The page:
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William L. (William Ladd) Chaffin.

History of the town of Easton, Massachusetts (Volume 3) online

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1872. Sarah Littlefield .

1879. Mrs. Rachel Blake

1S86. Mrs. Lavina WiUiams



1798. Mrs. Drusilla Kinsley

1802. Joseph Gilbert . . .

1805. Ebenezer Ames . .

1819. Mrs. Mary Jones . .

1836. Thomas Willis . . .

1839. Mrs. Martha Kingman
1844. Mrs. Susanna Phillips
1853- Jonas Howard .
1859. Mrs. Sally Drake .
1861. Mrs. Patience Shaw

1866. Mrs. Mary Goward
1879. Mrs. Annie Savage
1883. Alanson White . .

1794. Eleazer Keith . . .

1805. Mrs. Bethia Drake .

1852. Benjamin Buck . . .

1864. Mrs. Hannah Gilmore

1867. Mrs. Sally Godfrey .

1797. Mrs. Mehitable Perry

1805. Mrs. Susanna Perkins

1806. Mrs. Sarah Harvey
181 2. Mrs. Charity Drake
1825. Thornas Fling .

1840. John Lothrop . .
1863. Mrs. Anna Hayden
1867. Francis Williams .
187 1. Mrs. Hannah French



Age. a. d.
881.
882.



89
89
89



90
90
90
90
90
90
90
90
90
90
90
90
90

91
91
91
91
91

92
92
92
92
92
9.2

92
92
92



807.

824.
836.
838.

839-
844.

859.
883.



830.
865.
865.
867.
872.

874-
874.

798.

801.

835-

858.



Nathan Willis . . .
Mrs. Martha Lothrop

Mrs. Experience Allen
Abiel Drake . .
Zachariah Britton .
Mrs. Sarah Reed .
Seth Littlefield . .
Mrs. Sarah Lothrop
Mrs. Abigail Godfrey
Mrs. Hannah Drake

Mrs. Thankful Brett
Samuel Pool
John Pool . . .
Joshua Williams .
Francis Goward
Mrs. Esther Clapp
Mrs. Mary Gorman
Mrs. Sylvia Stone .



Mrs. Kezia Keith . .
Mrs. Catherine (?) Howard
Mrs. Tamar Randall .
Mrs. Sarah Ward . .



870. Mrs. Ann Donovan

775. Mrs. Sarah Drake

835. Mrs. Ruth Pool .

834. Timothy Manley .

836. David Thompson .

867. Mrs. Melatiah Buck

']']']. Mrs. Mercy Manley

828, Mrs. Mary Drake .

838. Jonathan Knowles

805. Jonathan Thayer .

877. Constantine Kerley



Age.
92
92

93
93
93
93
93
93
93
93

94
94
94
94
94
94
94
94

95
95
95
95

96

97
97



98

99

100
100
100

102
102



VOTERS IN 1749.

We give below a list of the voters of Easton for the year 1749.
It is not inclusive of all the male inhabitants, for all could not
vote at this period on account of the property qualification



STATISTICS OF POPULATION AND INDUSTRY. 673



required, which was not abolished until 1820. A fuller list, made
eight years later and including all liable to bear arms, may be
found on pages 507, 508 of this History. The writer has ven-
tured to change the spelling of a few names in copying this list,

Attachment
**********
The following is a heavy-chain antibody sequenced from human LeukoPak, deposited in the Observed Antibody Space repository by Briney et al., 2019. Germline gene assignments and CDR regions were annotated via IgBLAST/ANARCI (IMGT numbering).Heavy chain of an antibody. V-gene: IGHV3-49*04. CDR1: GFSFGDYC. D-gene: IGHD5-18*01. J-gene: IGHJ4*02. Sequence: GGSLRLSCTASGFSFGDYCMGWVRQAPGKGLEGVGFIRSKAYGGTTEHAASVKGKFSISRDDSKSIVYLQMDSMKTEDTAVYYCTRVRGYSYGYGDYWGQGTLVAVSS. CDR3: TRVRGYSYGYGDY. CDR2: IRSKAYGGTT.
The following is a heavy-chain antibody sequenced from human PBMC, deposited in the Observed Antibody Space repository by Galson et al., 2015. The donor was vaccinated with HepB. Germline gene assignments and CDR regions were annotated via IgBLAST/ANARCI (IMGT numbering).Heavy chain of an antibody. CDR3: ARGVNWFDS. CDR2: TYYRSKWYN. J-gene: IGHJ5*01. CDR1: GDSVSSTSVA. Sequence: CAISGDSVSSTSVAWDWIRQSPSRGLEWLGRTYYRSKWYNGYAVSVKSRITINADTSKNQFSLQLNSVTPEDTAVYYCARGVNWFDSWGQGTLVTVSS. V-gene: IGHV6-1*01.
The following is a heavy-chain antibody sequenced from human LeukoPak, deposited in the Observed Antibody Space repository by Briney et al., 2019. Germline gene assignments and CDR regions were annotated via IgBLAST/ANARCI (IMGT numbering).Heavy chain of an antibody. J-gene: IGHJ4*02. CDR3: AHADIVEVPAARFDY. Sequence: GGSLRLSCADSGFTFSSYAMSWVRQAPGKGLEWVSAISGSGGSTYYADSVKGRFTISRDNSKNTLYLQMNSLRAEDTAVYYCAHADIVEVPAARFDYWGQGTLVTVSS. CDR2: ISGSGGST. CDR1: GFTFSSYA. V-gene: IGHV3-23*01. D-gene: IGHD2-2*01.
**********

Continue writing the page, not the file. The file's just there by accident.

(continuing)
but he has done so only in cases where he knew that errors had
been made. The names are given here in alphabetical order,
though not so written on the original document: —



Nathaniel Alger.
Thomas Alger.
Ebenezer Ames.
John Austin.
Seth Babbitt.
William Babbitt.
Josiah Churchill.
Joseph Crossman, Sr.
John Dailey.
James Dean,
Benjamin Drake.
Joseph Drake, 2d.
Richard Drake.
Robert Drake.
Thomas Drake
George Ferguson.
Benjamin Fobes.
Joseph Gilbert.
Timothy Gilbert.
James Gilmore.
David Gurney.
Jacob Hanks.
Benjamin Harvey.



Edward Hayward.
William Hayward.
Ephraim Hewitt.
Henry Howard.
Joshua Howard.
Eleazer Keith.
Josiah Keith.
Mark Keith.
George Keyzar.
Josiah Kingman.
Benjamin Kinsley.
Nathan Kinsley.
Eliphalet Leonard.
Mark Lothrop.
Abiah Manley.
Daniel Manley.
Ichabod Manley.
John Manley.
Thomas Manley.
William Manley.
Jonah Newland.
Daniel Niles.
Joseph Packard, Sr.



Nathaniel Perry.
Benjamin Pettengill.
John Phillips.
John Phillips.
James Pratt.
James Pratt.
Thomas Pratt.
Ephraim Randall.
Israel Randall.
Israel Randall.
John Randall.
Samuel Randall.
Thomas Randall.
John Selee.
Benaijah Smith.
Samuel Stone.
John Whitman.
Benjamin Williams.
Daniel Williams.
John Williams.
Silas Williams.
Timothy Williams.
Israel Woodward.



A list of the voters in the town of Easton taken by us the subscribers in
the year 1749.

Eliphalet Leonard, ) Selectmen
John Williams, V ■'^^^^^jr

Benjamin Kinsley, } Easton.^



STATISTICAL TABLE OF POLLS, HOUSES, ETC.

The following table has been compiled by the writer from
various sources ; and it will show to those who are interested
in such matters the successive changes which have taken place

1 State Archives, vol. xiii. p. 701.



674



HISTORY OF EASTON.



from time to time in regard to the ratable polls and the various
species of property named. Most of these figures are taken from
the valuations and statistics of the assessors of Easton : —



Years.


Polls.


Houses.


Bams.


Horses.


Oxen.


Cows.


Sheep.


Swine.


I771I


249


144




109


140


380


993


23


I781


254


156


112


119


178


51


1470


136


1 791


270


163


113


94


198


559




261


180I


278


178


136


137


220


577




246


181I


286


195


143


117


181


551




189


182I


292


229


170


124


197


556




294


183I


443


274